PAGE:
It's been awhile since I have been over there but you should be about 3 1/2 miles from the bridge at Rt 1. Leave a half hour or so before slack tide and you should be fine as long as you can chug or sail along at 5k or so. Check your tides and current forces in some publication like Eldridge and have a fantastic wonderful trip. You should not have too far to go to clear the Merrimack hence not a big issue if you time your departure prudently.
04-23-2008 09:41 PM
I'll defer to any local Newburyporters you may find, but my vote is to go out on the rising outgoing tide, timed to get over the bar before high tide. That way, if you ground, the tide's still rising. If you go in about 2 weeks, the tide will be at the half-moon, so not that strong, depending on the river outflow from rain. Sounds like a good time to try it. Plum Island partially shields the bar, so I wouldn't be too worried unless there's a strong Easterly, in which case wait til it passes.
I've been in and out of there a couple of times, long ago. My home port back then was Marblehead, where I grew up.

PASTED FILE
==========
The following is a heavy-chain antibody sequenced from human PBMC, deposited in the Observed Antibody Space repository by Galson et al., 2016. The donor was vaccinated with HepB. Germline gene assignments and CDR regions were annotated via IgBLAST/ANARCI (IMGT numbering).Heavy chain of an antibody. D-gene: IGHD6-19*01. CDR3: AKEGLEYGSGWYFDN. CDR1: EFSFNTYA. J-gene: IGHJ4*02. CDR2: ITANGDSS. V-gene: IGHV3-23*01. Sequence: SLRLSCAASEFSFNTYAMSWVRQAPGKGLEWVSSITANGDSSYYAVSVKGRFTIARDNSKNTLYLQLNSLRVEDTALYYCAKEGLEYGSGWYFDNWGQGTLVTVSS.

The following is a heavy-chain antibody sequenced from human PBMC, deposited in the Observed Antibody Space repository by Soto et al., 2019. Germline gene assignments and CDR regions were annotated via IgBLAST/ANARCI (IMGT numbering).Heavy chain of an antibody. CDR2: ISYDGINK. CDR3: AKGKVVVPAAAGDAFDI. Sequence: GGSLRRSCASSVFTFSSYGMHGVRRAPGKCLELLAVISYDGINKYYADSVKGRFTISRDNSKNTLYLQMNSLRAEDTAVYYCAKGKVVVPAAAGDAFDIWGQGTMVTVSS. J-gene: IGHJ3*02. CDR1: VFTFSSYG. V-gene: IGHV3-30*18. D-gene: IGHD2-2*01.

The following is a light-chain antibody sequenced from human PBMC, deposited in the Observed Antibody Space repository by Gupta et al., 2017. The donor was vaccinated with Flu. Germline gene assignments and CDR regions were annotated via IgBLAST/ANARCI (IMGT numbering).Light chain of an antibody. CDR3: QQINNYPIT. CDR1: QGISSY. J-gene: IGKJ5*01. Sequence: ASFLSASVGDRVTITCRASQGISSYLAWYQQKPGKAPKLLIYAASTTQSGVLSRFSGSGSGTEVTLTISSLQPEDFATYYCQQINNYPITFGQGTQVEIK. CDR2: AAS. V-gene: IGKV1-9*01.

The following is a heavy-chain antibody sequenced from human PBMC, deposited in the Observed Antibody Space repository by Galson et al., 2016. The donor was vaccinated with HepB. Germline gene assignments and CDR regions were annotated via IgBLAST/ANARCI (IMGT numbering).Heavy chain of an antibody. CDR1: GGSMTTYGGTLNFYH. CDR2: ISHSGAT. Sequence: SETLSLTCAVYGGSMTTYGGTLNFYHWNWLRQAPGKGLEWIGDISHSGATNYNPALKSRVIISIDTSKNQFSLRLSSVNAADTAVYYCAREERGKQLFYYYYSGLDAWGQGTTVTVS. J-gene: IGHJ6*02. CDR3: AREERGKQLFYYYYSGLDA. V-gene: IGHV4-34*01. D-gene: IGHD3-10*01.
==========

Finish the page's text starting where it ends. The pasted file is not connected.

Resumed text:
04-23-2008 09:33 PM
Merrimack River Help
Looking for wisdom/advice from anyone familiar with the Merrimack River/Newburyport area in MA. My boat is on the hard at Overland Boatyard in Newburyport. Launch date is in two weeks.
Will need to bring boat back to the home port of Marblehead. The million dollar question is when to get out of the Merrimack? My vote is to go out just after slack tide on the on the start of the flood tide to help keep steerage. Other idea is to go out at slack tide towards the very end of high tide. Obvioulsy a strong onshore wind will make things interesting at the mouth in any condition.
However, I heard that going out with the ebb tide and the current is okay too, but another person side that steerage is hard to maintain because the river current during the ebb flow between the jetty will be extremely fast (as much as 6 to7 kts) making steering very difficult and there is a good chance of broaching. There is not a lot of room to go through with a 6 foot draft boat during a falling tide and the deeper part of the channel is near the jetty wall. Loosing steerage there could mean a crashed boat.